I get google alerts for “Crossdresser” which usually ends up sending me results for stuff that I wish it didn’t, but this one I got yesterday actually interested me. It’s written from the perspective of a Japanese man who spent Halloween in drag (and looking pretty good, in my opinion.)
Being perfectly honest and forthcoming with my ethnocentric attitudes, I’ve always sort of imagined Asian countries as being sort of a haven for those of the transgendered ilk, having read articles of maid cafes staffed by crossdressing men, or game shows that transform men into women, and the concept of “kathoey” in Thailand that tends to recognize almost a “third sex”, leading to an all-transgendered airline that ultimately wasn’t as sound a financial decision as it sounded like to… nobody.
But to the author of this article, a night putting the girl on in Japan doesn’t seem all that different than it would here in America.
It’s nice that he (I’m using the male pronoun here because the author does not identify as transgendered) starts off with a positive note, about how great it actually does feel when someone calls you pretty. Even though I exist somewhere in the middle of the gender spectrum, I do like it when people compliment me the way they would a woman. Sure, it’s also confidence boosting when people tell me I’m brave or compliment me on my confidence, but to me sometimes I would like to just get complimented on my actual look which I’m often very proud of.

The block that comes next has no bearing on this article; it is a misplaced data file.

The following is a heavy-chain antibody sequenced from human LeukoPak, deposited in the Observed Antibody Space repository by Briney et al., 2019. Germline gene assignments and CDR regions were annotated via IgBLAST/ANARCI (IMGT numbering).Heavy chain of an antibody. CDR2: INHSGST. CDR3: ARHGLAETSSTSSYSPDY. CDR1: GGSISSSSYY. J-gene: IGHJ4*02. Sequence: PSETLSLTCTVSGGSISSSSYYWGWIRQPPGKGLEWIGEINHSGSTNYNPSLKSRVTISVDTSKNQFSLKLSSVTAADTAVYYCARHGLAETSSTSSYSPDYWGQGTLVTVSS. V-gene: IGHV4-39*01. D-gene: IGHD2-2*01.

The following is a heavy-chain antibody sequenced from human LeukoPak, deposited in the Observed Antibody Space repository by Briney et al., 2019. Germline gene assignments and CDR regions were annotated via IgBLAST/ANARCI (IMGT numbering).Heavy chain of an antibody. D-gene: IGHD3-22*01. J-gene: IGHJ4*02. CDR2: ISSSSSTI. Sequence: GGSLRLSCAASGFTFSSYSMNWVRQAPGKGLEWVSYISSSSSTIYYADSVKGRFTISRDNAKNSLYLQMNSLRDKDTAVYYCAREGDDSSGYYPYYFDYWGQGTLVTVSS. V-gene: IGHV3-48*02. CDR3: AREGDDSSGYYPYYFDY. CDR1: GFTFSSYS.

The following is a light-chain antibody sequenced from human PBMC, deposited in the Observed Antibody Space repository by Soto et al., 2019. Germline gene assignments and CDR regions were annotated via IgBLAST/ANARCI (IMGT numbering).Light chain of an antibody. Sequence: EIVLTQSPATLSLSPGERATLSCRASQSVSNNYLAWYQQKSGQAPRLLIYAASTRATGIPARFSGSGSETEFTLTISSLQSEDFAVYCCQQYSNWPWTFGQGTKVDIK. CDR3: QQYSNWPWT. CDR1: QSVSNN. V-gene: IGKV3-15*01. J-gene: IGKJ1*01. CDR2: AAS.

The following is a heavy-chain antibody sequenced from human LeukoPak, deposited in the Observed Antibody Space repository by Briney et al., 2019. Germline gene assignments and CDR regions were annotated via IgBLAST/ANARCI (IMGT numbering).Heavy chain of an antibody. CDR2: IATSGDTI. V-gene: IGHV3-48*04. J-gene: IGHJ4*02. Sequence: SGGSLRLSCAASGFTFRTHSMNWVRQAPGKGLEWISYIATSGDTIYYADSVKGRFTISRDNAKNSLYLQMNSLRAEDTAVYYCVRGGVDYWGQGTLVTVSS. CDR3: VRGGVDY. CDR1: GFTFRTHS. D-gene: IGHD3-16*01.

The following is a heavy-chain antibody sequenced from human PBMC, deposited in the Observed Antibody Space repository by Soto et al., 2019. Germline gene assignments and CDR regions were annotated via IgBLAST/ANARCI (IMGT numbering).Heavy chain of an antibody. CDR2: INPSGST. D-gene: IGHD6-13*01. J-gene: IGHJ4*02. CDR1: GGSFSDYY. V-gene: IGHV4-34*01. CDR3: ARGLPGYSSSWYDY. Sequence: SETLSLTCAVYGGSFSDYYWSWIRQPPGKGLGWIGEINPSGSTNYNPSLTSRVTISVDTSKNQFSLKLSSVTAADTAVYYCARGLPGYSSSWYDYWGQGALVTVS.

He then observes the same thing I get annoyed with, which is the complete lack of any tact or human decency that people will use when reacting to me and how I’m dressed. Essentially people tend to forget that unusual people are still people and still have ears and feelings and dignity.
Another big shock was hearing passersby comment on our group of three dragsters, loud enough for us to hear. That was hurtful. If you have to say something, fine, but couldn’t you at least lower your voice?
Exactly. Or, you know, grow up and recognize that people are different and you don’t have to say something to begin with.
Finally one more thing I wanted to note was the author’s hair removal strategy:
I plucked out my beard using tweezers. It took more than 2 hours to get all of those pesky hairs, but then I could be sure I was hair-free for a least a couple of days, with no Cinderella beard to bring an early end to festivities.
Damn dude. Mineral foundation over some concealer. Works wonders.
(P.S. I’m aware the article’s author uses the T-Slur that got me into trouble a couple of months ago, but I’m willing to cut him some slack as he is likely not that initiated into transgender issues, and also it may be a cultural thing where it isn’t used as severely in Japan.)